In my other life, I'm a medical writer, and I sometimes travel to for work. A few months after Tim died I went to Germany to write a report on a meeting. Whenever I went away, I'd always tell Tim that I was heading off to spend time with my people – doctors, scientists, researchers – and going to the conference was a little slice of normality after his death turned my life upside down. I love flying and the excitement of the journey kept me going, but arriving at the hotel brought me back down with a bump, as we'd message when I arrived safely and I'd send him pictures of the hotel room and the view out of the window. The conference went well, and I found moments of happiness talking about the science that I love. The journey home was hard, with a long delay in a late-night European airport, but a fellow widow kept me going by chatting on Messenger, and for that I'm still grateful.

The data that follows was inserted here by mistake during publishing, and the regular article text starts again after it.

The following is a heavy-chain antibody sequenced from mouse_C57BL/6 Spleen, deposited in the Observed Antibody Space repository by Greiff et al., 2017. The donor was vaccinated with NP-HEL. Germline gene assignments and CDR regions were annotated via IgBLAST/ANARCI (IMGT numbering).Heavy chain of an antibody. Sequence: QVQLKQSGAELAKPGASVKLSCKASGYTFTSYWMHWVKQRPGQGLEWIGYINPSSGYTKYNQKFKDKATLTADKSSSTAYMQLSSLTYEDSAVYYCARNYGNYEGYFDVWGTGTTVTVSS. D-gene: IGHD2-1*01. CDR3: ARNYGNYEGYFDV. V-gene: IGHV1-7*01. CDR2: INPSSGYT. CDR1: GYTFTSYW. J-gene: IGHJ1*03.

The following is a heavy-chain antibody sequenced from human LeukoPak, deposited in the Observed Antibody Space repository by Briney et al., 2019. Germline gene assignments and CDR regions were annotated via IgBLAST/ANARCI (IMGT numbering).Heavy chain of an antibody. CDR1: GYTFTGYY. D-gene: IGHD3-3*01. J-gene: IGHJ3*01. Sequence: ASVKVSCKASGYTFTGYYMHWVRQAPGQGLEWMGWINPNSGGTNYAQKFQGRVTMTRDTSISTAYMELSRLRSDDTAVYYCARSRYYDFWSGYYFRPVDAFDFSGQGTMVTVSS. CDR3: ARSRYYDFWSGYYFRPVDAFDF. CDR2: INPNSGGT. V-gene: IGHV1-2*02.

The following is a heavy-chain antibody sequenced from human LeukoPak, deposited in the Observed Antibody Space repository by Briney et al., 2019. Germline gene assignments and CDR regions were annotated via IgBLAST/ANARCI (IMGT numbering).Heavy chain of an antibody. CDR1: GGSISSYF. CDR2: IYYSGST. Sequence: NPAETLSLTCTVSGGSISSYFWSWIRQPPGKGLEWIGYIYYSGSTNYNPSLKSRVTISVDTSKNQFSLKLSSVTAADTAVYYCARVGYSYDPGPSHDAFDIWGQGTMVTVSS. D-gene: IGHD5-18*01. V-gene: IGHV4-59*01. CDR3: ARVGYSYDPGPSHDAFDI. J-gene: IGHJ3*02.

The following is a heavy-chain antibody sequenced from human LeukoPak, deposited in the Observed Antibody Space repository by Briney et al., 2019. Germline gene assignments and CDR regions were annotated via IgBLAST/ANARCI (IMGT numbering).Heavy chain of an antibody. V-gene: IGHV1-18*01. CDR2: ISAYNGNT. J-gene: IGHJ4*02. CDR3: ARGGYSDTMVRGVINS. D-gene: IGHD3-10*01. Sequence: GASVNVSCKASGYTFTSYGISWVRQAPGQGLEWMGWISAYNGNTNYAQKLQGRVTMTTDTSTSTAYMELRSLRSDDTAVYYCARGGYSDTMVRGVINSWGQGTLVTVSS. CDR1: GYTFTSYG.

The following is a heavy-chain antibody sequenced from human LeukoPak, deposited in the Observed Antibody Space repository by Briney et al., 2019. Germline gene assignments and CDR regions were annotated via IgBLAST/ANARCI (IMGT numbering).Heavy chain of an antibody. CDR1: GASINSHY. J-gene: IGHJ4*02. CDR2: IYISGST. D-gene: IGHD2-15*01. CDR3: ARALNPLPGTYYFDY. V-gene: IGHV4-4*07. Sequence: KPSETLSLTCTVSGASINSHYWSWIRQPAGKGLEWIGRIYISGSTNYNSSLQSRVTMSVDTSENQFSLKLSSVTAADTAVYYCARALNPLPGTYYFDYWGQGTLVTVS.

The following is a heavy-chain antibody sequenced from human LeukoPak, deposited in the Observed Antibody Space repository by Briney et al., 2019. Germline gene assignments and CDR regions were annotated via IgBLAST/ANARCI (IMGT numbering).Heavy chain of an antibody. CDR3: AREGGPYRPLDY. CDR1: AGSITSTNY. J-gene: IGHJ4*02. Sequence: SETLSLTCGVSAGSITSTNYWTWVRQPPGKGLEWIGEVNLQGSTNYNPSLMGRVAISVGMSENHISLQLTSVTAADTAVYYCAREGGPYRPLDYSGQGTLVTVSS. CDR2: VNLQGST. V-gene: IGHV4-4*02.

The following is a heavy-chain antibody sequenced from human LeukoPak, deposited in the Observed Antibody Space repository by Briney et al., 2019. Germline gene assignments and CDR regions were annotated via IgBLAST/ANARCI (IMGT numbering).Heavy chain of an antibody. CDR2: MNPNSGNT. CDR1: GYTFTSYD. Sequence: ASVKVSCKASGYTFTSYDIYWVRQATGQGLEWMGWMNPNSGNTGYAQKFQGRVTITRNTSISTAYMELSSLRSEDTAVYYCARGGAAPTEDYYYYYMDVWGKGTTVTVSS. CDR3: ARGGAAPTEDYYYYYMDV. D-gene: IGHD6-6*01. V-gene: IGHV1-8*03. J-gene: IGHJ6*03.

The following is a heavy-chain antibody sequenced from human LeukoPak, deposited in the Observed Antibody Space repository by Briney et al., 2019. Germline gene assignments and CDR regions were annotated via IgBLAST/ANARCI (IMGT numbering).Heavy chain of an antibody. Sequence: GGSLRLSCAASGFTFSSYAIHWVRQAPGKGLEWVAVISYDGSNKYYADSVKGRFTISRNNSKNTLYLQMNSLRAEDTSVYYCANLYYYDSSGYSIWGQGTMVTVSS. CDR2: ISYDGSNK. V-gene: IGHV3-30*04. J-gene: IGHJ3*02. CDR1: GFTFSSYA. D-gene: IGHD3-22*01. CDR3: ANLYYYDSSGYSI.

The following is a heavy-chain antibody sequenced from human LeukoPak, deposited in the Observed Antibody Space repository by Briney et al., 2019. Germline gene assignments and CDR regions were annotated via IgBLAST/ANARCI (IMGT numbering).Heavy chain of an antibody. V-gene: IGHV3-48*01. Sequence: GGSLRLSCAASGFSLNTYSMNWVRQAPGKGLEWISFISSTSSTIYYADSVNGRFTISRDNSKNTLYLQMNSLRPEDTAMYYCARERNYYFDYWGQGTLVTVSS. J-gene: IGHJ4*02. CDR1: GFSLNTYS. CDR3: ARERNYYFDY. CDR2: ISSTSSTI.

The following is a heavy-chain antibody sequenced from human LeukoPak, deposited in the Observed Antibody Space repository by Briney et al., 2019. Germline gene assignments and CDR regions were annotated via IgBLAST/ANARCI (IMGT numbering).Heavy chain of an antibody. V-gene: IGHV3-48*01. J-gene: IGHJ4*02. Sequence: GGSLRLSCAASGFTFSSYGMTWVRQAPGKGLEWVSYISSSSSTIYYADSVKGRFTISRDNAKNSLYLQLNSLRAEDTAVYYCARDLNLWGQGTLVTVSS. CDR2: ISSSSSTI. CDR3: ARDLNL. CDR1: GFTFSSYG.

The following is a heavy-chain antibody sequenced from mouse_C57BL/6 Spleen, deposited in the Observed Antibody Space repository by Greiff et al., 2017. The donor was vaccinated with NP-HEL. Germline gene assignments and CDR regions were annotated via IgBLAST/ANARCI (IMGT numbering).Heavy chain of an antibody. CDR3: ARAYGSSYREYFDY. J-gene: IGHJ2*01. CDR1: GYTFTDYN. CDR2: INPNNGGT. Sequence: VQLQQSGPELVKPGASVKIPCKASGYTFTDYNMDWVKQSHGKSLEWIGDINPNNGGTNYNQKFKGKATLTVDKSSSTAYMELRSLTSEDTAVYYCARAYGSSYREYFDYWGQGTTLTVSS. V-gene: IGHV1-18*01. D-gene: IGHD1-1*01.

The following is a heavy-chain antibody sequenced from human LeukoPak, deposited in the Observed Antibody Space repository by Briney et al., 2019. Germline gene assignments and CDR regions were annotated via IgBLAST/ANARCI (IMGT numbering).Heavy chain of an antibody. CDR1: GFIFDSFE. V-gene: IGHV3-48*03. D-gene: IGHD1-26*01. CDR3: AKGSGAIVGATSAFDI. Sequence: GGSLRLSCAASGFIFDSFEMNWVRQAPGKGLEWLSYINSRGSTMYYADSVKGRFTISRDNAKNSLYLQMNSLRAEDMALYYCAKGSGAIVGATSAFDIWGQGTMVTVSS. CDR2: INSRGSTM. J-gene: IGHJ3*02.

Four and a half years on and I'm going to Grenoble to chair a panel at a medical devices conference, and my journey starts in Hope, at a rural railway station in the dawn light. I am living a whole new life – before I left I kissed my new wife and my new puppy goodbye – but I still carry Tim with me as I head out to see my people.
I was widowed at 50 when Tim, who I expected would be my happy-ever-after following a marriage break-up, died suddenly from heart failure linked to his type 2 diabetes. Though we'd known each other since our early 20s, we'd been married less than ten years.